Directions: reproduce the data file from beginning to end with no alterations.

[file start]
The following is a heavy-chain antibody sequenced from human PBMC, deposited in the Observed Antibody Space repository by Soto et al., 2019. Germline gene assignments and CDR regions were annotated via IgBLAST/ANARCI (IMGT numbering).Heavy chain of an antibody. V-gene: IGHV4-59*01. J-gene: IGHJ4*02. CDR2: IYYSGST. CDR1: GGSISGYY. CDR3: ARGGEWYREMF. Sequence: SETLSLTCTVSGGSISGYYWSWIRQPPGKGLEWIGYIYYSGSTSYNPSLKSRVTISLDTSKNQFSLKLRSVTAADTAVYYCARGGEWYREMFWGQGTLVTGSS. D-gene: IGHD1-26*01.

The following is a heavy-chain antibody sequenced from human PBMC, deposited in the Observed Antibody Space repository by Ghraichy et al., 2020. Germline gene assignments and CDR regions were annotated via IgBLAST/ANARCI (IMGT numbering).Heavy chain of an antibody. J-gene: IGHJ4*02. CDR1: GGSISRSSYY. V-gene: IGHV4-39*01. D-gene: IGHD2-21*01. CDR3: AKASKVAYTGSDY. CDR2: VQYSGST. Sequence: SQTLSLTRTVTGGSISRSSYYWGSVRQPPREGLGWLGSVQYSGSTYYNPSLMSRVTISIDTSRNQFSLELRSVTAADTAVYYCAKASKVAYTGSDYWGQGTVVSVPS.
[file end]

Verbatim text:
The following is a heavy-chain antibody sequenced from human PBMC, deposited in the Observed Antibody Space repository by Soto et al., 2019. Germline gene assignments and CDR regions were annotated via IgBLAST/ANARCI (IMGT numbering).Heavy chain of an antibody. V-gene: IGHV4-59*01. J-gene: IGHJ4*02. CDR2: IYYSGST. CDR1: GGSISGYY. CDR3: ARGGEWYREMF. Sequence: SETLSLTCTVSGGSISGYYWSWIRQPPGKGLEWIGYIYYSGSTSYNPSLKSRVTISLDTSKNQFSLKLRSVTAADTAVYYCARGGEWYREMFWGQGTLVTGSS. D-gene: IGHD1-26*01.

The following is a heavy-chain antibody sequenced from human PBMC, deposited in the Observed Antibody Space repository by Ghraichy et al., 2020. Germline gene assignments and CDR regions were annotated via IgBLAST/ANARCI (IMGT numbering).Heavy chain of an antibody. J-gene: IGHJ4*02. CDR1: GGSISRSSYY. V-gene: IGHV4-39*01. D-gene: IGHD2-21*01. CDR3: AKASKVAYTGSDY. CDR2: VQYSGST. Sequence: SQTLSLTRTVTGGSISRSSYYWGSVRQPPREGLGWLGSVQYSGSTYYNPSLMSRVTISIDTSRNQFSLELRSVTAADTAVYYCAKASKVAYTGSDYWGQGTVVSVPS.